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In the time of troubles that was China’s Warring States (Zhànguó 战国) period (476-256 BC), nothing good was happening. In fact, in the preceding period, called Spring & Autumn (Chūnqiū 春秋, 770-476 BC), things were not a lot better. (It should actually be called “Springs & Autumns” because it takes its name from Confucius’ year-by-year chronology of his home state, but most English writers say “Spring & Autumn.”)
Spring & Autumn and the Warring States make up the Eastern Zhōu (Dōngzhōu 东周) dynasty (770-256 BC). In general, the Eastern Zhōu was an entirely unsatisfactory half-millennium in which to live.
The Eastern Zhōu and the earlier Western Zhōu (Xīzhōu 西周) make up the Zhōu dynasty, China’s longest one: 1046-256 BC, or roughly that, period 4 in the numbering system used on this web site (link). The two parts of the Zhōu are called western or eastern depending upon where the “capital” was, i.e., the seat of the most powerful hegemon in a deteriorating feudal system in which the subordinates gradually became ever more restive, and the authority of the central “king” became ever more attenuated. (You may have noticed a gap between 256 and 222 BC. Chaos reigned.)
Iron. Almost certainly, a very big part of the problem was the emergence of the iron age, since iron technology was making it cheap to equip huge peasant armies and use them to engage in massive killing, rather than conducting warfare with a handful of wealthy aristocrats sporting elegantly tooled bronze weaponry. The prospect of massive slaughter opened up new possibilities for world domination, and there were plenty of petty lordlings attracted to the idea.
Writing. As it happens, the Eastern Zhōu period is also the time when Chinese writing came into its own, and our textual record, formerly consisting mostly of rather fragmentary and uninteresting divination texts, fairly explodes with philosophical and literary works that have been considered critical to Chinese education clear down to the present. This was the age of Confucianism, Daoism, and Moism, and the time when Master Sūn 孙子 wrote The Art of War. (Link to Major Philosophers) We do not normally have actual manuscripts dating from the Zhōu period, but for the most part editions carefully produced in later centuries are considered to be accurate copies of them.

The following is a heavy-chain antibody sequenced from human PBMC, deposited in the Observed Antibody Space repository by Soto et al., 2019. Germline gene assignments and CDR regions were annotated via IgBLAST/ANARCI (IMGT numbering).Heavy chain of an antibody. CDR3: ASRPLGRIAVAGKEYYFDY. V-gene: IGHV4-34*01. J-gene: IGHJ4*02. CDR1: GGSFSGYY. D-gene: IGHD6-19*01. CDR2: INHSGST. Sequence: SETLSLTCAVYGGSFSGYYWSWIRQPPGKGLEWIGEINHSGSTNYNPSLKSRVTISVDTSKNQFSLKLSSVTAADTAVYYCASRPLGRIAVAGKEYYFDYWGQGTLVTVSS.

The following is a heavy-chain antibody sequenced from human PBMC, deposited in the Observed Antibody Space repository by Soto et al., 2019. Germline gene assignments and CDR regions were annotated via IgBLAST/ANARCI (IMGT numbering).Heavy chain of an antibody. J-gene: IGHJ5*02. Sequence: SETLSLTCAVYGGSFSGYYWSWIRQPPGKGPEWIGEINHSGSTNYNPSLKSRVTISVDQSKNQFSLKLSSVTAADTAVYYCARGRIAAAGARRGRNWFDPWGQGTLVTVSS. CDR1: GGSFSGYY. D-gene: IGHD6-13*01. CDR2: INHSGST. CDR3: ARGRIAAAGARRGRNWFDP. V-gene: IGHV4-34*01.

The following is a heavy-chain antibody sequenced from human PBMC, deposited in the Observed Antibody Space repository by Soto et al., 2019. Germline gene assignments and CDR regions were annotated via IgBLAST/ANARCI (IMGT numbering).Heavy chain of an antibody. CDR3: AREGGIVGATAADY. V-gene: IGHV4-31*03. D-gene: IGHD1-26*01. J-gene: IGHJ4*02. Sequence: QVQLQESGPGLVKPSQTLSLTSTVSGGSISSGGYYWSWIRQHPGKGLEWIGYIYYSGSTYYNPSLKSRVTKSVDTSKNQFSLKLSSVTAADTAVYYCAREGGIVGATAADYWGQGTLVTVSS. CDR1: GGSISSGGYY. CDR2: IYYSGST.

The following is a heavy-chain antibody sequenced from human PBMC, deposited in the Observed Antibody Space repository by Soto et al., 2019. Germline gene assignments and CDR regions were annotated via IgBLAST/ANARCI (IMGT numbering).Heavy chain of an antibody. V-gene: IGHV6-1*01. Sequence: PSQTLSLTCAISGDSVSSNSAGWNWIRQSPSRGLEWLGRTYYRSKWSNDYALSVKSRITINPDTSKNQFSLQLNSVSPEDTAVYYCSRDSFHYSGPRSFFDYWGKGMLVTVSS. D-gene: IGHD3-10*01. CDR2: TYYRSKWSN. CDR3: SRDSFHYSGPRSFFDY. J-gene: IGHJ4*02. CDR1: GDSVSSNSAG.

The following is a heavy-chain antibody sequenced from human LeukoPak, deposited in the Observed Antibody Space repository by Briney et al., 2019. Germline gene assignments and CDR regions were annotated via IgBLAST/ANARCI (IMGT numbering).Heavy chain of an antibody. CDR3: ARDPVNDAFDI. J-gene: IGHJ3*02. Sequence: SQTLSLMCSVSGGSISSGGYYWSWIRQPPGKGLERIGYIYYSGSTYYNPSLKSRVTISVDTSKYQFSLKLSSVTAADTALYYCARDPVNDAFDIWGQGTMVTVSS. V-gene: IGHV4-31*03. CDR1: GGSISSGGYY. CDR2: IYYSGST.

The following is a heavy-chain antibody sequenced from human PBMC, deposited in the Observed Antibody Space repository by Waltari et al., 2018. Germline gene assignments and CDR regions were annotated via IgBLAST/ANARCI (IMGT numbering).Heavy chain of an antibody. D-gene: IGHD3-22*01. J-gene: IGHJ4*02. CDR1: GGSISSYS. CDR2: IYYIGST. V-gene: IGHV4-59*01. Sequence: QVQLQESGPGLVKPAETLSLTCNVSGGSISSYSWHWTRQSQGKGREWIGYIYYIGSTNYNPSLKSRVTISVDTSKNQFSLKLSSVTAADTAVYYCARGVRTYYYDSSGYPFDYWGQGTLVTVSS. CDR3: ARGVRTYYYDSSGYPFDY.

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In the Zhōu period there were countless literate people who left us texts, most of them associated in some way with warfare and government, the great issue of the times: What is to be done to stop all the warfare and killing? Or to escape from it? Or to exploit it? Or to understand it?
Confucius (551-479) lived at the end of the Spring & Autumn Period, and spent much of his life lamenting the passing of the Western Zhōu days, when, he imagined, people behaved properly, especially toward kings and nobles, who he believed to be, for the most part, virtuous. (He was particularly taken with a certain Duke Dàn 旦, a courtier and general who had saved the neck of the young King Chéng 成 in the late 1100s and did not try to usurp the throne for himself, unlike the moral degenerates Confucius could easily name from his own time.)
Lǎozǐ. The same tumultuous Eastern Zhōu Period saw the initial consolidation of Daoism, a complex combination of lines of thought and belief later associated with a mysterious character named Lǎozǐ 老子. Lǎozǐ is usually assumed to be a single historical figure, traditionally named LǏ Ěr 李耳 and often called by the posthumous name Lǎo Dān 老聃, but the name Lǎozǐ literally means “old sage(s).” Where Confucius sought to restore the social hierarchies and their supporting ritual from a romanticized past, Lǎozǐ (if “he” existed) sought to escape hierarchy (and all other artificiality) and to seek that simplicity which, he imagined, benevolent nature had “originally” intended.
Although lots of later people wrote texts attributed to Lǎozǐ —one example is available in full on this web site (link)— the only text reliably associated with his name is the famous Dàodé Jīng 道德经, which means Scripture of the Way and its Virtue or possibly Scripture of the Virtue of the Way. (It was formerly spelled “Tao Teh Ching” or even “Tao Teh King” in English).
In 1973 a much older copy of the text turned up with the title Dédào Jīng 德道经, The Scripture of the Way of Virtue (Henricks 1989). The newly discovered text dated from 168 BC, over 300 years after Lǎozǐ and about 500 years before the earliest of the copies known previously. But the revised text has not yet made its way into World Civ courses.